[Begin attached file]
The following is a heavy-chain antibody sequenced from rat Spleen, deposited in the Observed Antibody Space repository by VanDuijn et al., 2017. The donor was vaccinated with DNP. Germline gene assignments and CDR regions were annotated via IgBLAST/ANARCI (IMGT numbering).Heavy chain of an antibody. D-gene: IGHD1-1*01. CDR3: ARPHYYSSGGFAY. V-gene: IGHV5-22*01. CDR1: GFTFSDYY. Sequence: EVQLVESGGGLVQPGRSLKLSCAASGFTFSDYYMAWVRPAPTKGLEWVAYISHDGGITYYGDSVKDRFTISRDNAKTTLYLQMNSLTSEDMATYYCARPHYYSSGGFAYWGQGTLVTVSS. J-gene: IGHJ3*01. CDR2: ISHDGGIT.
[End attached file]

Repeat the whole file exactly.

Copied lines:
The following is a heavy-chain antibody sequenced from rat Spleen, deposited in the Observed Antibody Space repository by VanDuijn et al., 2017. The donor was vaccinated with DNP. Germline gene assignments and CDR regions were annotated via IgBLAST/ANARCI (IMGT numbering).Heavy chain of an antibody. D-gene: IGHD1-1*01. CDR3: ARPHYYSSGGFAY. V-gene: IGHV5-22*01. CDR1: GFTFSDYY. Sequence: EVQLVESGGGLVQPGRSLKLSCAASGFTFSDYYMAWVRPAPTKGLEWVAYISHDGGITYYGDSVKDRFTISRDNAKTTLYLQMNSLTSEDMATYYCARPHYYSSGGFAYWGQGTLVTVSS. J-gene: IGHJ3*01. CDR2: ISHDGGIT.